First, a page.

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Bill passed to protect workers from wage theft

Last year, a bill was being discussed that would discourage employers from illegal wage practices in a few ways, such as making it easier for employees to access information about their pay and hours. Many Oregon workers deal with wage theft every year and this makes it very difficult and stressful to provide for a family. While the original bill did not pass, a separate bill with some of the terms from the original is now in effect. So what does this new bill say? And how can employees protect themselves from wage theft?

What counts as wage theft?

Wage theft refers to any illegal practice regarding an employee's pay. Some very common types of wage theft are:

· Getting paid below minimum wage

· Not getting paid enough for the number of hours worked

· Not getting overtime pay for working more than 40 hours a week

· Being forced to work off the clock without pay

These actions are completely illegal and employees have a right to blow the whistle on their employer when this happens. Many people remain quiet, though, because they fear they will be fired or harassed if they speak up. While employers might retaliate, workers are legally protected and the new bill makes it easier to show that they were victims of wage theft.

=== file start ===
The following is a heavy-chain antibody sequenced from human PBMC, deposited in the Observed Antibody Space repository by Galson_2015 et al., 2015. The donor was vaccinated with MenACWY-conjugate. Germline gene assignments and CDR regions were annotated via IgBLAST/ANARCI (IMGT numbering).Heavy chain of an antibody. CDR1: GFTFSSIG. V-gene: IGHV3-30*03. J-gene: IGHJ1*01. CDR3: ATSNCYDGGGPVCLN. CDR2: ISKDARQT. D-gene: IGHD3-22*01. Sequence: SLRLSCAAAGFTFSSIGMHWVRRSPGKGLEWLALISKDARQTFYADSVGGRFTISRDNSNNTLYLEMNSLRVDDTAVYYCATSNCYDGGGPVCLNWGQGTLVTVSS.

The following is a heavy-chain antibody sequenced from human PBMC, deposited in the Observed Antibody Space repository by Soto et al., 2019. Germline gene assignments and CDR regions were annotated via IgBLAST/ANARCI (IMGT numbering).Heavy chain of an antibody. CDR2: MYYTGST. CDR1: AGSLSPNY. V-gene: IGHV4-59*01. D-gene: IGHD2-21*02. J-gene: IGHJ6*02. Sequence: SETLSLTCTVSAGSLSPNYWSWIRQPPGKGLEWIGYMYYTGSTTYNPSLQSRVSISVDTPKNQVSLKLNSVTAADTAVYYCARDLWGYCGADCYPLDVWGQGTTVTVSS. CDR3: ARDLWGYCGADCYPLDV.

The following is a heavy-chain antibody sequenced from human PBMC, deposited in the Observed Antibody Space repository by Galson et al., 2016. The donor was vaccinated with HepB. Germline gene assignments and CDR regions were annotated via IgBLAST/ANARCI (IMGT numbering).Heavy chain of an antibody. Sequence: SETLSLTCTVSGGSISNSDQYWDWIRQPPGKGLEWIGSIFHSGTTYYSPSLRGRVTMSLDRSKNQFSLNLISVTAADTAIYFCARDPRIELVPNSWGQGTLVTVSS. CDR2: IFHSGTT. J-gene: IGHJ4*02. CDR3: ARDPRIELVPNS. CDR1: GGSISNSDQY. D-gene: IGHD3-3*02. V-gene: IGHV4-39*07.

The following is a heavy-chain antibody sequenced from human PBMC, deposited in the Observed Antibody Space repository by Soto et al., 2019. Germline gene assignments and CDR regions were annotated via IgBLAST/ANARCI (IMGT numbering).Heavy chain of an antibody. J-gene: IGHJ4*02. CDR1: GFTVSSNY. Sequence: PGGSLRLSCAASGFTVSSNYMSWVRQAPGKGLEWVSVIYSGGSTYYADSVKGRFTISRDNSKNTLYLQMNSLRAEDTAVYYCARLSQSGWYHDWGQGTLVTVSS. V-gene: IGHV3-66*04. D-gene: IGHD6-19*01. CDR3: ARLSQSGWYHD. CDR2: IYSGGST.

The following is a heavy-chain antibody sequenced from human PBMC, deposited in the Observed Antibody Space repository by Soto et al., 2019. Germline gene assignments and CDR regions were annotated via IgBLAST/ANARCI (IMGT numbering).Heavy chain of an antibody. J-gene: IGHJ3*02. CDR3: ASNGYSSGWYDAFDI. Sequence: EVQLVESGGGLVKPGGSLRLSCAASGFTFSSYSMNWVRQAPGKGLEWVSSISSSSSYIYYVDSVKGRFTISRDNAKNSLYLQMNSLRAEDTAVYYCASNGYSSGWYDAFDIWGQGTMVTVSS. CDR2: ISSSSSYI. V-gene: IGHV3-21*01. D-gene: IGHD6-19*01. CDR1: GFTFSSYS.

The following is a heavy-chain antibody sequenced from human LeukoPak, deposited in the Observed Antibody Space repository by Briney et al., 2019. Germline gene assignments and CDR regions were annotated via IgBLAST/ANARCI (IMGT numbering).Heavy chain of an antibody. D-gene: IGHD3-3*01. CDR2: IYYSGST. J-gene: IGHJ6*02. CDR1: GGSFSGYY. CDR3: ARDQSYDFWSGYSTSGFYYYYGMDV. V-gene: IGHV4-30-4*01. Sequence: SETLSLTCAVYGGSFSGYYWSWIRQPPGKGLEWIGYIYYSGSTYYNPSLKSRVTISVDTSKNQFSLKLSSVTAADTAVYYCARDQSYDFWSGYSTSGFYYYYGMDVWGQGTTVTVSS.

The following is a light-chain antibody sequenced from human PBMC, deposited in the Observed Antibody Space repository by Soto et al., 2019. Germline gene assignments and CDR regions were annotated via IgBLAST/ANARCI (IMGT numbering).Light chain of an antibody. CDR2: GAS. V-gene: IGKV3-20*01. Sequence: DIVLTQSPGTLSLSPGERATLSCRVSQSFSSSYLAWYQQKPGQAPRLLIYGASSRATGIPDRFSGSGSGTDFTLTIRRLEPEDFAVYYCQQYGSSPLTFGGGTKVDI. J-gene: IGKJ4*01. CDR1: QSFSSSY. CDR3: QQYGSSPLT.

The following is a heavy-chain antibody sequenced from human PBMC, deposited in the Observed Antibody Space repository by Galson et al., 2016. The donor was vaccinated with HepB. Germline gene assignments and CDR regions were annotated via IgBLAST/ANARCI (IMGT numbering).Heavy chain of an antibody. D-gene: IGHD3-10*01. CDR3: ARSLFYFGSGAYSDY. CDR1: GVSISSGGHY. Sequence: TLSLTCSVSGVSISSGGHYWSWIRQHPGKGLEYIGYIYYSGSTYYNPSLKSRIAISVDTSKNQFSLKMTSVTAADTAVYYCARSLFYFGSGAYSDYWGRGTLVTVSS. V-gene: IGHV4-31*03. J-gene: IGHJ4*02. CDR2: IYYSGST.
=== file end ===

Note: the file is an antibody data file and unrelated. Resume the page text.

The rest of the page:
New rules about paystubs

The new bill requires much more information to appear on employee paystubs. Some of this information includes hours worked, overtime hours worked, rate of pay, deductions and reason for deductions. It also requires employers to keep wage records for at least three years. Paystubs must be offered in physical form unless the employee agrees to only receive them electronically, but even electronic copies have to provide this same required information.

How does this help? While it is possible an employer could still pay its workers unfairly, this new bill gives employees much more access to payroll information so they can recognize and prove when wage theft is occurring. It also holds the employers more responsible by forcing them to be candid about their wage practices and requiring them to keep payrolls on record for years to come.

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